If you’ve come across a four-bedroom, 3.5-bathroom home listed for sale recently on a quiet cul-de-sac in Iowa, you might not think twice about listing online. It included typical property descriptions such as “ideal for entertaining” and “ample space for relaxation”.
But JJ Johannes, the realtor of the house, created the description in less than five seconds by typing a few keywords into ChatGPT, a new viral AI chatbot tool that can generate elaborate responses to user requests. It’s a task, he said, that would otherwise take an hour or more to write alone.
“It saved me a lot of time,” Johannes told CNN , noting that it made some tweaks and edits to ChatGPT’s work before publishing it. “It’s not perfect, but it was a great starting point. My background is in technology and writing something eloquent takes time. That made it a lot easier.”
Johannes is among the real estate agents experimenting with ChatGPT since it was publicly launched in late November. Some brokers told CNN that has already changed the way they work, from writing lists and posting on social media to writing legal documents. It can also be used to automate repetitive tasks like answering FAQs and doing complex calculations.
ChatGPT is trained on large amounts of online data to generate responses to user commands. He wrote original essays, stories, song lyrics and abstracts of research papers that misled some scientists. Some CEOs used it to write emails or do accounting work. He even passed an exam at an Ivy League school. However, it raised concerns among some for its potential to allow cheating and for its inaccuracies.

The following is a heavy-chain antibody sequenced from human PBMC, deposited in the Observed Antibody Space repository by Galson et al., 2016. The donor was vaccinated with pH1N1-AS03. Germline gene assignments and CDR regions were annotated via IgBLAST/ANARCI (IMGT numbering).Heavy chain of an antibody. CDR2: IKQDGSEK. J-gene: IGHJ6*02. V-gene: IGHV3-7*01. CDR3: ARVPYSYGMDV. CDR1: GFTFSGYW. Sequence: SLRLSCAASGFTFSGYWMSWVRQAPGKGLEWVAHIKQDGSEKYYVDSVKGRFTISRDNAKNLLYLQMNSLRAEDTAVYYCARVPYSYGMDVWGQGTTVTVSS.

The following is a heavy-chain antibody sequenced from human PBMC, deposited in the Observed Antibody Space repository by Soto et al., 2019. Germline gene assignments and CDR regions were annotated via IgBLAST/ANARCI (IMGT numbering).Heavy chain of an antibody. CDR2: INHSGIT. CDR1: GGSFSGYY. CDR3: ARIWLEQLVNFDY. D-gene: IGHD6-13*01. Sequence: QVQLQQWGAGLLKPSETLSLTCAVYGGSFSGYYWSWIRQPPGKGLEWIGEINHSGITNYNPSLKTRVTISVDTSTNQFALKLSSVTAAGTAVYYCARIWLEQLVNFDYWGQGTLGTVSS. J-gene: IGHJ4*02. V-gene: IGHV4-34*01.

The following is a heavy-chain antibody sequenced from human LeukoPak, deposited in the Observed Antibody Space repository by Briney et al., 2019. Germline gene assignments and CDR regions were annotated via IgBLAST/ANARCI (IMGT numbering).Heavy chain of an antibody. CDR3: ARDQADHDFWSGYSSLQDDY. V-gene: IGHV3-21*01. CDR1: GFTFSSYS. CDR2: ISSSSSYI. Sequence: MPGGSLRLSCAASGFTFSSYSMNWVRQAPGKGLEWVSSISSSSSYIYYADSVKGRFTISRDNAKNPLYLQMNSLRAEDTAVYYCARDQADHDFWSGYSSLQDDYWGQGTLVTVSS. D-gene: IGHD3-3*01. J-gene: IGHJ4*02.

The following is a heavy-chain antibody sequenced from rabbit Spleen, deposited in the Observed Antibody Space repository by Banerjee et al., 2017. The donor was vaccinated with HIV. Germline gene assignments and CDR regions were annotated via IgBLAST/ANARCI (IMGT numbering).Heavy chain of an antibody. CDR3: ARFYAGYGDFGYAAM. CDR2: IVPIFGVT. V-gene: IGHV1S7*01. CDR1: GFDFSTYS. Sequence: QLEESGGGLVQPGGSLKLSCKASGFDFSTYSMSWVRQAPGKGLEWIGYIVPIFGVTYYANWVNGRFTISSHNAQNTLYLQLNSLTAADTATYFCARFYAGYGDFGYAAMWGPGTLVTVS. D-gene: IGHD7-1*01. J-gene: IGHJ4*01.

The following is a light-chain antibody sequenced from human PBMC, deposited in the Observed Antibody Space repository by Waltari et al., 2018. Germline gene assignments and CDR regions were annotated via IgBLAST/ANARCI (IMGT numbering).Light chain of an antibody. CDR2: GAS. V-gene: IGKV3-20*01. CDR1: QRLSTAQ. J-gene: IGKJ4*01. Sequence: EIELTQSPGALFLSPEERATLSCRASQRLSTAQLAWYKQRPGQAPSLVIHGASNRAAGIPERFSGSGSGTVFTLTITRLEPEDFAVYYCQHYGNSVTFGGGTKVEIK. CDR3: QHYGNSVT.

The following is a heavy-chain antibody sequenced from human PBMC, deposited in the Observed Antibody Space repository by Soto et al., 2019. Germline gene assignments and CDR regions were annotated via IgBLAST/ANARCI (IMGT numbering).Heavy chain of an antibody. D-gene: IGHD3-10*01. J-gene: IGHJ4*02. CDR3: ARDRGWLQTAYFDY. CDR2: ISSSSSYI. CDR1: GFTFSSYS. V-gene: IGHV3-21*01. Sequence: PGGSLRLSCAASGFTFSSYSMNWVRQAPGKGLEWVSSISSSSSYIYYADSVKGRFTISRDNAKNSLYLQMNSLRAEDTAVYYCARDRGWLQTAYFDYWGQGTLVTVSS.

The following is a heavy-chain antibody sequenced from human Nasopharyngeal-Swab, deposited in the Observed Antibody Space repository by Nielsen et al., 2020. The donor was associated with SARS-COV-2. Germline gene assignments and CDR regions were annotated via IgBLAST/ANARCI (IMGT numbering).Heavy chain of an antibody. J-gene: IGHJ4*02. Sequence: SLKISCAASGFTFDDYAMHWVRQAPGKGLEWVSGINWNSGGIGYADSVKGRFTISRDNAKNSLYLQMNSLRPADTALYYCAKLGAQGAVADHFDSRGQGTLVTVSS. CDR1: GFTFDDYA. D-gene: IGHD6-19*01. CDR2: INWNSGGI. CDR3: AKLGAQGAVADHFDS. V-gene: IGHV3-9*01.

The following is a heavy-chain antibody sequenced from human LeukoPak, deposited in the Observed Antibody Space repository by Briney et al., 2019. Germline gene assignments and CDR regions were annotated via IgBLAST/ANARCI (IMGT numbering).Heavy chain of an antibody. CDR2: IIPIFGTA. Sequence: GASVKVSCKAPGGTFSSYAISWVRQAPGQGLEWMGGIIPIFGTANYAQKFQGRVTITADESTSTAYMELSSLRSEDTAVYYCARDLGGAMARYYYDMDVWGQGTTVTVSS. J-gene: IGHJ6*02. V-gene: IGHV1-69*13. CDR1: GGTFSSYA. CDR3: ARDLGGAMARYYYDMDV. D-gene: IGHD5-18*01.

In less than two months, ChatGPT has sparked conversations about its potential to revolutionize industries from publishing to law. But it’s already having a tangible impact on how many realtors across the country do their jobs – where much of the written work can be formulaic and time-consuming – to the extent that some can no longer imagine working without it.
“I’ve been using it for over a month and I can’t remember the last time something impressed me this much,” said Andres Asion, a broker at Miami Real Estate Group.
“As soon as I tried it, I surrendered”
Recently, a customer came to Asion with a problem: the woman had moved into a pre-built home and was unable to open the windows. She tried to contact the developer for months with no response.
Asion ran a copy of one of his emails through ChatGPT, asking him to rewrite it with an emphasis on liability implications.
“ChatGPT wrote this as a legal question, and all of a sudden the developer showed up at her house,” he said.
Asion also used the tool to draft legally binding addendums and other documents and sent them to lawyers for approval. “I tune all kinds of drafts with ChatGPT,” he said. “Sometimes I say make it shorter or funnier, and that gives you a lot of samples to choose from and edit.”
ChatGPT is free for now, but OpenAI, the company behind it, is considering a $42 monthly charge. Asion said “it’s not even a question” that it would pay for access. “I would easily pay $100 or $200 a year for something like this,” he said. “I would be crazy not to.”